Monday, September 26, 2016

Drummer Man: Gene Krupa on Verve, 1956

More than merely a jazz drummer, Chicago-born Gene Krupa was a drumming showman, one of the first swing musicians to bring attention to his instrument as a vehicle for exciting, bombastic solos. Krupa's big band, which featured a host of outstanding soloists, was one of the most powerful of the Swing Era, and he was possibly the first drummer in jazz history to rise to major stardom. But by the time he formed his first big band in the late 1930s, Krupa had been around for quite a while, as a studio musician in the 1920s and '30s and as a noted member of the Benny Goodman orchestra. In his book Really the Blues, Mezz Mezzrow talks at length about the early years of Krupa's career, and while with Goodman, the drummer also participated in recordings by the famous BG Trio and Quartet. His appearance at Goodman's epoch-making Carnegie Hall concert in 1938 was extremely successful—his high-octane drumming on "Sing, Sing, Sing (With a Swing)" during that concert was particularly memorable—and so he soon departed to form his own orchestra. Throughout the 1940s, Krupa had hit after hit with classics such as "Let Me Off Uptown," "Drum Boogie," the self-referential "Opus One," and "Thanks for the Boogie Ride," to name but a few, and his band was known for the quality of the sidemen, including Shorty Sherock, Sam Donahue, Don Fagerquist, Charlie Ventura, and most of all, trumpeter Roy Eldridge and vocalist Anita O'Day. The latter two brought even more colorful, exciting sounds to an already outstanding orchestra during their tenures with the band.

Anita O'Day and Roy Eldridge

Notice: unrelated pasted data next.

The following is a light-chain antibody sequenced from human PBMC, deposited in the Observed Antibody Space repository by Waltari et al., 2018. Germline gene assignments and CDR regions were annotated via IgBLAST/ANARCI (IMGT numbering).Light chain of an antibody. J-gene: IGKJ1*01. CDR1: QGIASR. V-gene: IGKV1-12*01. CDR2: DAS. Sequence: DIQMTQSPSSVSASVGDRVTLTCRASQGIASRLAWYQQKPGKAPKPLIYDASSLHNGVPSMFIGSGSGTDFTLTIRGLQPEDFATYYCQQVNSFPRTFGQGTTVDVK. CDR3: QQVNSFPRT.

It didn't help, though, that Krupa had to face a short jail sentence on drug charges in 1943, yet upon his release, he rebuilt his band and kept going until around 1951. This late-'40s orchestra occasionally featured arrangements by Gerry Mulligan and at times embraced the new sounds of bebop. The 1950s saw Krupa working in small-group settings and touring with Jazz at the Philharmonic packages, and towards the end of the decade, Hollywood produced a respectable movie about his life starring Sal Mineo, predictably titled The Gene Krupa Story. In 1956, Krupa cut a big band album for Verve entitled Drummer Man, fronting an orchestra full of great names, such as trombonists J.J. Johnson, Kai Winding, and Jimmy Cleveland, altoist Hal McKusick, tenorist Eddie Shu, pianist Dave McKenna, and guitarist Barry Galbraith. It was a reunion of sorts, since Roy Eldridge and Anita O'Day share the spotlight with the drummer, and the song list consists mostly of remakes of Krupa classics like "Let Me Off Uptown," "Rockin' Chair," "Opus One," "Drum Boogie," and "Boogie Blues." The arrangements are by Quincy Jones, and although perhaps there could be a little more room for Krupa to solo, the band sounds tightly knit, the solos are exciting, and everyone seems to be having a wonderful time. "Leave Us Leap" is a perfect example of Krupa's energetic drumming propelling the band forward, and on his own composition, "Wire Brush Stomp," the drummer picks up the brushes and never misses a beat. "That's What You Think" is the only slow number, with O'Day singing mostly wordless lines, and "After You've Gone" is an appropriate closing, a vehicle for the trumpet of Roy Eldridge, who is as exuberant as usual on these sessions. The liner notes call this "a happy album," and indeed it is! Krupa slowed down the pace in the 1960s due to several health problems and passed away in New York City in 1973, at age 64.

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